5. The above listings are in a tabular form that cannot be read back in. Assuming you want to save all changed settings (maybe because you read in changes from several files), you can do that by calling
    This file could then directly be read in by readFile(fileName) in a subsequent (identical) run. Some variants of this command are listed below.

The public methods

The complete list of methods and arguments is as follows. Most of the ones of interest to the user have already been mentioned above. Others can be used, but the same functionality is better achieved by higher-level routines. Some are part of the internal machinery, and should not be touched by user.

Note that there is no Settings::readFile(...) method. The intention is that you should use Pythia::readFile(...). It parses and decides which individual lines should be sent on to Settings::readString(...).

the constructor, which takes no arguments. Internal.

bool Settings::initPtr(Info* infoPtrIn)  
initialize pointer to error-message database. Internal.

bool Settings::init(string startFile = "../share/Pythia8/xmldoc/Index.xml", bool append = false)  
read in the settings database.
argument startFile : read in the settings from all the files listed in this file, and assumed to be located in the same subdirectory.
argument append (default = off) : By default nothing is done if the method has already been called once. If true the further settings read in are added to the current database.
Note: The method returns false if it fails.

bool init(istream& is, bool append = false)  
read in the settings from an input stream. This allows initialization without reading the xml files directly, which is useful for initialization of multiple copies of Pythia8.

bool Settings::reInit(string startFile = "../share/Pythia8/xmldoc/Index.xml")  
overwrite the existing database.
argument startFile : read in the settings from all the files listed in this file, and assumed to be located in the same subdirectory.
Note: The method returns false if it fails.

bool Settings::readString(string line, bool warn = true)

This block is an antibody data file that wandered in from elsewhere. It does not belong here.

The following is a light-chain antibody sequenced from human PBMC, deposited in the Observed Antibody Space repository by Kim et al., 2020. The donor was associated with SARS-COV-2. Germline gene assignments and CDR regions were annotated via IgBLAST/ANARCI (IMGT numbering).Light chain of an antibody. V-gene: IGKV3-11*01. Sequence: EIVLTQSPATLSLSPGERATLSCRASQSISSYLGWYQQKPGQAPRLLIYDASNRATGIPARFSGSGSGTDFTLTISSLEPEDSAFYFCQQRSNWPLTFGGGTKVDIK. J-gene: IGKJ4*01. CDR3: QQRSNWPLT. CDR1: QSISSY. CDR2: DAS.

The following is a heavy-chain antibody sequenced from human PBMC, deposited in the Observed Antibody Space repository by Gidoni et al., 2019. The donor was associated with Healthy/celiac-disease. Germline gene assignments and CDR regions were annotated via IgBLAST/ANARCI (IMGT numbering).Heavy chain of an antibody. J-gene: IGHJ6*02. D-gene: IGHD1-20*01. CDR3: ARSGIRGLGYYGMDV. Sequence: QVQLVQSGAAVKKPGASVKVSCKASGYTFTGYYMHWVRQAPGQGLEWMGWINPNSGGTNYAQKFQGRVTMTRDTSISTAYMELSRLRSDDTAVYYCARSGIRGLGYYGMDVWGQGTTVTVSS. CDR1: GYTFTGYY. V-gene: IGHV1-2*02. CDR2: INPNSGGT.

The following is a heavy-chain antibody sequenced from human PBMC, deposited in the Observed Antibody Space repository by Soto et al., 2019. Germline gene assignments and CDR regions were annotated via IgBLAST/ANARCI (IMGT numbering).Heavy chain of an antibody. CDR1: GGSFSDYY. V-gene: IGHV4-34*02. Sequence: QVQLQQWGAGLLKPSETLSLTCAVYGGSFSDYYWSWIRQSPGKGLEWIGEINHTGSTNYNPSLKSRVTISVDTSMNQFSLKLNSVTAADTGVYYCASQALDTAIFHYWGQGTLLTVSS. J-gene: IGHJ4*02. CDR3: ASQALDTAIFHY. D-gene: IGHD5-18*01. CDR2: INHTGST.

read in a string, and change the relevant quantity in the database. It is normally used indirectly, via Pythia::readString(...) and Pythia::readFile(...).
argument line : the string to be interpreted as an instruction.
argument warn (default = on) : write a warning message or not whenever the instruction does not make sense, e.g. if the variable does not exist in the databases.
Note: the method returns false if it fails to make sense out of the input string.

bool Settings::writeFile(string toFile, bool writeAll = false)  
bool Settings::writeFile(ostream& os = cout, bool writeAll = false)  
write current settings to a file or to an ostream.
argument toFile, os : file or stream on which settings are written.
argument writeAll (default = off) : normally only settings that have been changed are written, but if true then all settings are output.
Note: the method returns false if it fails.

bool Settings::writeFileXML(ostream& os = cout)  
write out the information stored in xmldoc to be used later to initialize Settings through an input stream.

void Settings::listAll()  
void Settings::listChanged()  
void Settings::list(string match)  
list all or changed settings, or a group of them.
argument match : list all those settings where the name contains the match (sub)string (case-insensitive).

string Settings::output(string key, bool fullLine = true)  
provide the value of a variable as a character string, whatever the type. If the variable does not exist then unknown is returned.
argument key : the name of the settings variable.
argument fullLine (default = on) : If true then a whole "line" is returned, " key = value\n", while if false only the value string.

vector<string> Settings::getReadHistory()  
Method to retrieve the history of readString commands that have been processed by the Settings instance, e.g. for inspection. Note that readFile command lines are interpreted by readString and thus also are listed, as are the Settings commands read by Pythia::readString and Pythia::readFile.

vector<string> Settings::getReadHistory(int subrun)  
Method to retrieve the history of readString commands that have been processed by Settings, for a specific subrun (see the section on Main-Program Settings). For subrun = -1, returns the readString history common to all subruns. For subrun >= 0, returns the history of readString commands for that specific subrun (omitting the common part).

void Settings::resetAll()  
reset all current values to their defaults.

bool Settings::isFlag(string key)  
bool Settings::isMode(string key)  
bool Settings::isParm(string key)  
bool Settings::isWord(string key)  
bool Settings::isFVec(string key)  
bool Settings::isMVec(string key)  
bool Settings::isPVec(string key)  
bool Settings::isWVec(string key)  
return true if an entry of the given name and kind exists, else false.

void Settings::addFlag(string key, bool default)  
void Settings::addMode(string key, int default, bool hasMin, bool hasMax, int min, int max)  
void Settings::addParm(string key, double default, bool hasMin, bool hasMax, double min, double max)